The problem in a nutshell: BufferedReader is buffered, but so is, usually, standard input. Therefore, if you use a BufferedReader on standard input, there are two different buffers of different sizes (one in Java, one in your OS's console driver), and filling up one won't necessarily fill up the other. Anyway, you're using BufferedReader just to get the readLine() method; you can turn buffering off. Just use
That "1" says use a buffer size of one character -- i.e., no buffer. You should generally do this any time you use BufferedReader with standard input.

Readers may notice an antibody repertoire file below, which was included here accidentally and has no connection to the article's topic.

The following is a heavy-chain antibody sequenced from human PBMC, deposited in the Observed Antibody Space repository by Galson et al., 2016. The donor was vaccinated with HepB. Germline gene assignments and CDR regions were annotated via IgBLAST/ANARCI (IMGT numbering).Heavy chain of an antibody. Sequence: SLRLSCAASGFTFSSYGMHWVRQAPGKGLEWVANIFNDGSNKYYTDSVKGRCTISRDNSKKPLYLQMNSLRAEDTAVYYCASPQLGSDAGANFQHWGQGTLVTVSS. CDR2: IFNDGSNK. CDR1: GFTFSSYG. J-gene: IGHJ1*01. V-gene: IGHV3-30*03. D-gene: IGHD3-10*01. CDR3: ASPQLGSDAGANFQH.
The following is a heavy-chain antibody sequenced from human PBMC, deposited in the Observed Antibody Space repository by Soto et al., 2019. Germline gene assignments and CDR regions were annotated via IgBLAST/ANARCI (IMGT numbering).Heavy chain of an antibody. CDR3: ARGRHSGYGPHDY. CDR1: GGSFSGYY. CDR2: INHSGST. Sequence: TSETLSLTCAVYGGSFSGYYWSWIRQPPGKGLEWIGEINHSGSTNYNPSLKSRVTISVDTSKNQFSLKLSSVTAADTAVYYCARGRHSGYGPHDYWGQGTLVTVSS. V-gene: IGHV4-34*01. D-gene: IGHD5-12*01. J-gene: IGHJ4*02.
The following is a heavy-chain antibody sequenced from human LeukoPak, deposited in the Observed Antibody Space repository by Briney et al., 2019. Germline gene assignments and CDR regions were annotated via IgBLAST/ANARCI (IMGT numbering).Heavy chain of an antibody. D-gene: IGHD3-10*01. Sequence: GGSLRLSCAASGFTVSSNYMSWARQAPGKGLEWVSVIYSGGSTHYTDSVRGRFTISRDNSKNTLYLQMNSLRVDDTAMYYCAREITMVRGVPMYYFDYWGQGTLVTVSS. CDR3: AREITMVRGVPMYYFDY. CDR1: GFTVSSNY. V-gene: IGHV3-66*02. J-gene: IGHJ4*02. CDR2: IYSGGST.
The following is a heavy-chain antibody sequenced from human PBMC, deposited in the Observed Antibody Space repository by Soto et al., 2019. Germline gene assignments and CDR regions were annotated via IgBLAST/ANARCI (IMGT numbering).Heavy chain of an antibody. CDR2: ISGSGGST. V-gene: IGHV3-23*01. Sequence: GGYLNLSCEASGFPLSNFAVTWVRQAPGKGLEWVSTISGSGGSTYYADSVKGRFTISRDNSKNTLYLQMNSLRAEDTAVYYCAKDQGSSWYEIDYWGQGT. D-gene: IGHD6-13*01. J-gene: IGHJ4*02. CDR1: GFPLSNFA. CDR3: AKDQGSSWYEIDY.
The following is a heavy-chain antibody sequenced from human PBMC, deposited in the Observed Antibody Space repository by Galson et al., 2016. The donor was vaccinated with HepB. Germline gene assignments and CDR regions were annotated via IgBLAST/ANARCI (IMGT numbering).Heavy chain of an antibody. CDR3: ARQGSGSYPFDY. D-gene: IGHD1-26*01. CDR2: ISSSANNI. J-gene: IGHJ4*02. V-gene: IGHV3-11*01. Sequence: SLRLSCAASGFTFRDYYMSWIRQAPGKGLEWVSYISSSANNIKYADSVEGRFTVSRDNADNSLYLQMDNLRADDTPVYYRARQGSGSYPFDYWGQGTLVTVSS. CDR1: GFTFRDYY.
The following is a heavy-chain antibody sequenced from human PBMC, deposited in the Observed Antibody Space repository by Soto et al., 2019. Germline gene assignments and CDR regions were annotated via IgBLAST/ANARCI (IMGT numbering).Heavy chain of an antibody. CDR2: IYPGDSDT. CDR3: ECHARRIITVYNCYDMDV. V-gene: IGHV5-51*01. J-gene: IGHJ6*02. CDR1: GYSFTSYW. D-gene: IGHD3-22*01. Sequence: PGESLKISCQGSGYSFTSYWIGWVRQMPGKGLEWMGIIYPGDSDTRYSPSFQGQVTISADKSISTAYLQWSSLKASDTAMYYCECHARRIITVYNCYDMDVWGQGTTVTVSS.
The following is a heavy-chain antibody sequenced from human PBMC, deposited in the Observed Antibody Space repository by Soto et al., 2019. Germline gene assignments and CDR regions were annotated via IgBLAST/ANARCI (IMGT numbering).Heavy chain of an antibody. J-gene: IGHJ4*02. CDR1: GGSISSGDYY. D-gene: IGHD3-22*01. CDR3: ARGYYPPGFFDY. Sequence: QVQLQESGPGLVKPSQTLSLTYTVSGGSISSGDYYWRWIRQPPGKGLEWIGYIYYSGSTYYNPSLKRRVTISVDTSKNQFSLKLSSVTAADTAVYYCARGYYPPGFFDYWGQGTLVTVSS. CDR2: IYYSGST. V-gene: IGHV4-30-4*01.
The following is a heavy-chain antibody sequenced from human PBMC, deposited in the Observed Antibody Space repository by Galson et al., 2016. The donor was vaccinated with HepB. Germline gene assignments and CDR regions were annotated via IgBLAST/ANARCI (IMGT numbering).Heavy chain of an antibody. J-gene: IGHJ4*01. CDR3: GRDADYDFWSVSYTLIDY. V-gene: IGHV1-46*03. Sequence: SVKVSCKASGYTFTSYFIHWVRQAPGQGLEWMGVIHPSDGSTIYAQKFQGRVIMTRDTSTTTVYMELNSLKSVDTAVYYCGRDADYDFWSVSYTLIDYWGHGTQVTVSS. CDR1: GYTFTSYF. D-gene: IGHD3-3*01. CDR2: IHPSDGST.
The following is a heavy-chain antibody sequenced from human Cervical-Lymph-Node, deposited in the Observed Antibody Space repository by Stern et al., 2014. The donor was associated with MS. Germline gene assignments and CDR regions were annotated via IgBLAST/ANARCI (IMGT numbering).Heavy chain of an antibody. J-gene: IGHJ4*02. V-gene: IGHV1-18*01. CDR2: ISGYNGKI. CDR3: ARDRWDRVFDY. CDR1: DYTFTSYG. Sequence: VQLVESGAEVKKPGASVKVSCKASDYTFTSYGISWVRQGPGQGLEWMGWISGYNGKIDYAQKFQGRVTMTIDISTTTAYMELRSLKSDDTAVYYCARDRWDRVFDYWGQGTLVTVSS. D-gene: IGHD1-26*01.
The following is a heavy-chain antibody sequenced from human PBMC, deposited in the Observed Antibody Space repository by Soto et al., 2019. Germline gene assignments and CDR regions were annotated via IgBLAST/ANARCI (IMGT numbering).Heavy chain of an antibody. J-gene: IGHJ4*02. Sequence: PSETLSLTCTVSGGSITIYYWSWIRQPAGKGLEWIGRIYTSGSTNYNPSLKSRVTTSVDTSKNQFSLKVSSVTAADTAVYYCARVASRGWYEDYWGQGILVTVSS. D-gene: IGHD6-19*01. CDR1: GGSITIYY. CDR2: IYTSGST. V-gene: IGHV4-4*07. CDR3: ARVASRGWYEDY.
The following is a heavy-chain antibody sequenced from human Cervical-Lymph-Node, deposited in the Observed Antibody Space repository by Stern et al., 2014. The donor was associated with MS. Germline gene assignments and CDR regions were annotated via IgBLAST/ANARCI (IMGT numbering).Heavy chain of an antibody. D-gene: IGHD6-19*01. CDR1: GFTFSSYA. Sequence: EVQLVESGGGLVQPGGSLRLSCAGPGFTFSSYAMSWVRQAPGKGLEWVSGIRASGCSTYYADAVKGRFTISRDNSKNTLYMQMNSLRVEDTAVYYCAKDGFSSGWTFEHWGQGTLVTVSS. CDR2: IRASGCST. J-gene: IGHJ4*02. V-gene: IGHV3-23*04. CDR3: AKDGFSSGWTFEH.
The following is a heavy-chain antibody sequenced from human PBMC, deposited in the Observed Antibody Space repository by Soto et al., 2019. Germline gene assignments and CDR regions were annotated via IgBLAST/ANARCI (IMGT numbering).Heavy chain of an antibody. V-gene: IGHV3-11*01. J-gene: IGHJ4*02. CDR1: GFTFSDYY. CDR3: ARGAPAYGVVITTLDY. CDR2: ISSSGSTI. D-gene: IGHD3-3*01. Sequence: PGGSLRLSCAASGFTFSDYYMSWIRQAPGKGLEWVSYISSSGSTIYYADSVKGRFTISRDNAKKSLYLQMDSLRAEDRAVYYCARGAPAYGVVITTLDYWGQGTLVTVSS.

I'm pretty sure that the program you've provided here won't even compile, let alone run. Are you sure this is the latest version? A few thoughts. First, since this program is command-line only, you could just as easily extend "Object" (remove the "extends Frame" clause) and get rid of the awt imports. Second, you define m, k, h, min and sec as "int" variables at the top of the program, then you use them (in Integer.parseInt(...) expressions) before they've been set. Then you try and shadow (re-define) them as "String" variables inside the if statements. It would probably be best to define them as "String" variables at the top, and do the "Integer.parseInt()" expressions AFTER reading the values in. The if(miles_units)/else statements are mismatched. And you are trying to use a boolean value (miles_units) to handle three cases (miles, kilometers, invalid argument). A boolean value can handle only two cases. Overall I think you have the necessary steps to do what you want, you just need to massage it a bit.